These days, it’s all about “plain English”. We’re all so desperate to be understood, we insist that language must be crisp and concise. It wasn’t like this in the 1980s, when things were louder, bolder and altogether more colourful. Back then, there was less plain English about, and more Pip ‘n’ Jane English. And it was altogether more fun.
Regular readers (bless you) will recall my unofficial guide to Sawardese, and are no doubt using it to spice up your everyday conversations. But let’s not stop there. Let’s take a lesson in how to speak in Pip ‘n’ Jane English. So that, no matter how antediluvian the vocabulary of the Bakers may be, there will be no times in our relationship when an interpreter wouldn’t come amiss.
- Vivid adjective, descriptive noun
In Time and the Rani, the Doctor (Sylvester McCoy) is a “meddling presence.” He’s in danger of joining an “abysmal parade.” Someone else has “puerile opinions”. So, to master Pin ‘n’ Jane English, always spice up any given noun with an extravagant adjective. This way we get monstrous experiments, obscene murders, diabolical schemes, devious traps, painful conclusions, interfering maniacs and so on.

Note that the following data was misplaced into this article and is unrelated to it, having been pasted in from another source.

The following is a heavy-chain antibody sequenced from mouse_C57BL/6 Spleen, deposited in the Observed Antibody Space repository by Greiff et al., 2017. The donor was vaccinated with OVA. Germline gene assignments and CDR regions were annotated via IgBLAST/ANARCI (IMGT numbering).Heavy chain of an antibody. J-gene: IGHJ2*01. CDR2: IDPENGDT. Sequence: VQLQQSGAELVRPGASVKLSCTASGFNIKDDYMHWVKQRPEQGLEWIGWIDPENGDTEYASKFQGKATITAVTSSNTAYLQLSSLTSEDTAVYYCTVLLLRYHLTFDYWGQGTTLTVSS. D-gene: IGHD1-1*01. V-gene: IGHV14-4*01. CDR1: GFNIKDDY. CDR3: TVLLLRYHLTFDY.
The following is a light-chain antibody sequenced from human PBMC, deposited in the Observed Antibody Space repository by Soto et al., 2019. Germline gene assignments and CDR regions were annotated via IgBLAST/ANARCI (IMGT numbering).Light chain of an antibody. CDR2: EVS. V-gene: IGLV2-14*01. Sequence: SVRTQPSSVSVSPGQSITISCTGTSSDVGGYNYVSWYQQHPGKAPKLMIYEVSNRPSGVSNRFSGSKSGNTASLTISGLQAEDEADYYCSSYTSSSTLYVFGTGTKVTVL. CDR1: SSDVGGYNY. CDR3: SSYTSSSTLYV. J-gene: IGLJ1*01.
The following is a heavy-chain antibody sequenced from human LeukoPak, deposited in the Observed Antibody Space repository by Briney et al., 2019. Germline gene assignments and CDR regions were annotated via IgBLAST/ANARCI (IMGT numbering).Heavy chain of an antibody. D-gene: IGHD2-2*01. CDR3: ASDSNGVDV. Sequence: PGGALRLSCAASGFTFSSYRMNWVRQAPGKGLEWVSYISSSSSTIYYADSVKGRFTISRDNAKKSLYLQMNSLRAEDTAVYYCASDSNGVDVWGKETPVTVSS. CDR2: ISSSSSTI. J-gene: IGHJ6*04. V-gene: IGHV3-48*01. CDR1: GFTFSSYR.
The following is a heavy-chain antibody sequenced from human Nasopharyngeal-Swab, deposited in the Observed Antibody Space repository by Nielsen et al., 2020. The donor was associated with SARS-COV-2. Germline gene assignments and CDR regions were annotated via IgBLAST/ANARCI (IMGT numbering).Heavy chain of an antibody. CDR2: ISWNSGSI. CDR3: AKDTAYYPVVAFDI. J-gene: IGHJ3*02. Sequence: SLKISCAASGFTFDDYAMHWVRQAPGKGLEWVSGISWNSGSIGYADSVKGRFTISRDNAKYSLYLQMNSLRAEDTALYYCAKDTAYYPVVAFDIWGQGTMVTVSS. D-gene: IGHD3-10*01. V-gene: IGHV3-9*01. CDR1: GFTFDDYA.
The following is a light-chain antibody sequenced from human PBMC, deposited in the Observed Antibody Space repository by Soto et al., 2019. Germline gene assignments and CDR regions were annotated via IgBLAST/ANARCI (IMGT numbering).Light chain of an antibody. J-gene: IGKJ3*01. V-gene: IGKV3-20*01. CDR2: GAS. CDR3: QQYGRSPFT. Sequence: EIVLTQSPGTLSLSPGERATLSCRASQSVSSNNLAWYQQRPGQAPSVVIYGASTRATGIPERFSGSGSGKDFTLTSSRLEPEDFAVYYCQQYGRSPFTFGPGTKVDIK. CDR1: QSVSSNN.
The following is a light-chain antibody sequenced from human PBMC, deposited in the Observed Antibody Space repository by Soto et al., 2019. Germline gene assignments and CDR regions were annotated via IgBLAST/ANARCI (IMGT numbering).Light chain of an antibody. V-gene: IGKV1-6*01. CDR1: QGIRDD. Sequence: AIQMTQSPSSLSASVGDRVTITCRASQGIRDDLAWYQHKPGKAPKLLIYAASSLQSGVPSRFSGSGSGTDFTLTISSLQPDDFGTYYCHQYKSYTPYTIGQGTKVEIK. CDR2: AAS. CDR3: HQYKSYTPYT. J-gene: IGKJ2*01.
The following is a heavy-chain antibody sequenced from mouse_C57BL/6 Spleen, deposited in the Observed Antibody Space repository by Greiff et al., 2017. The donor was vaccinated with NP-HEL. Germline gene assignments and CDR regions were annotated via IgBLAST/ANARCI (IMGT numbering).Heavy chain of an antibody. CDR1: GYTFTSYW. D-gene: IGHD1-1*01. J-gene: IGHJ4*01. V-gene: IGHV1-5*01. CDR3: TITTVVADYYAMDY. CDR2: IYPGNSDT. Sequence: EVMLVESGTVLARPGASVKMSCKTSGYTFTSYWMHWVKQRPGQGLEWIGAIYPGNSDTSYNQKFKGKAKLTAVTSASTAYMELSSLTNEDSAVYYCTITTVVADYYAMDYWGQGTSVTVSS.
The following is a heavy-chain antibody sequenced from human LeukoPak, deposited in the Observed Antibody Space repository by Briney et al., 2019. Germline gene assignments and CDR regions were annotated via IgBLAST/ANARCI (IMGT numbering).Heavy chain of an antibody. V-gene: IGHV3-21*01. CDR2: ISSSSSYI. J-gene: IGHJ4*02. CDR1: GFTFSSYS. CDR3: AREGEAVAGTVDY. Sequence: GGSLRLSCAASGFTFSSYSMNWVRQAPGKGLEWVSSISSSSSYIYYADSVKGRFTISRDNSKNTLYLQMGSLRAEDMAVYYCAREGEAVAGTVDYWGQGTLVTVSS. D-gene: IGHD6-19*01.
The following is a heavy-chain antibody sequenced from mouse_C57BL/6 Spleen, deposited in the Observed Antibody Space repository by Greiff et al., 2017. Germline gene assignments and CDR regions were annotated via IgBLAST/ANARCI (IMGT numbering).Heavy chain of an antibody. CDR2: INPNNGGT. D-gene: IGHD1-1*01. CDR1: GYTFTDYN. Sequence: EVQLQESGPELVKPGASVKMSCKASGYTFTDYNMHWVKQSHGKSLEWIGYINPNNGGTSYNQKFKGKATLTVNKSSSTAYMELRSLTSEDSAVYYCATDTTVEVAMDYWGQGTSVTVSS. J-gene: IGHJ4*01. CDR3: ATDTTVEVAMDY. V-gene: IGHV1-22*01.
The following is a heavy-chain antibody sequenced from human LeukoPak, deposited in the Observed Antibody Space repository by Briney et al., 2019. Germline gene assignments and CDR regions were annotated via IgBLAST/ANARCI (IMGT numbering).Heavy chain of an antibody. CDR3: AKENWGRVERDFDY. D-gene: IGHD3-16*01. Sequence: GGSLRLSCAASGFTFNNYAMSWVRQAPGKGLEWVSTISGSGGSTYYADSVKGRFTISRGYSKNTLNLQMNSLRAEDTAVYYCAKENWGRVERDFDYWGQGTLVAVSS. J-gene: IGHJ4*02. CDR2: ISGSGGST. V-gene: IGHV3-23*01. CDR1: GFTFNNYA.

Sometimes, they can form their own punchy sentence, like “A devastating force!” Or alternatively, combine a couple into one mega sentence, “Your past is littered with the mutilated results of your unethical experiments!” or my personal favourite “The bumbling fool’s ready made as a sacrificial lamb!”
(Or when Tetrap 2IC Urak (Richard Gauntlett) says, “The mistress has profound insight, but I think she is mistaken to rely on any of your worthless race!” P&J like chatty monsters. Remember when the Vervoids used to stand around talking about how splendid they were? Splendidly articulate for a walking aubergine.)
- Take a word from one sentence and feature it in the next sentence.
Looking to link lots of ideas in one exchange of dialogue? Try taking a word from one sentence and making a feature of it in the next. That won’t get annoying!
In Time and the Rani, there’s this memorable conversation:
DOCTOR: I can’t say I share the Rani’s taste in pets.
BEYUS: The Tetraps are nobody’s pets and you’d be wise not to forget it.
DOCTOR: This is what I’ll never forget.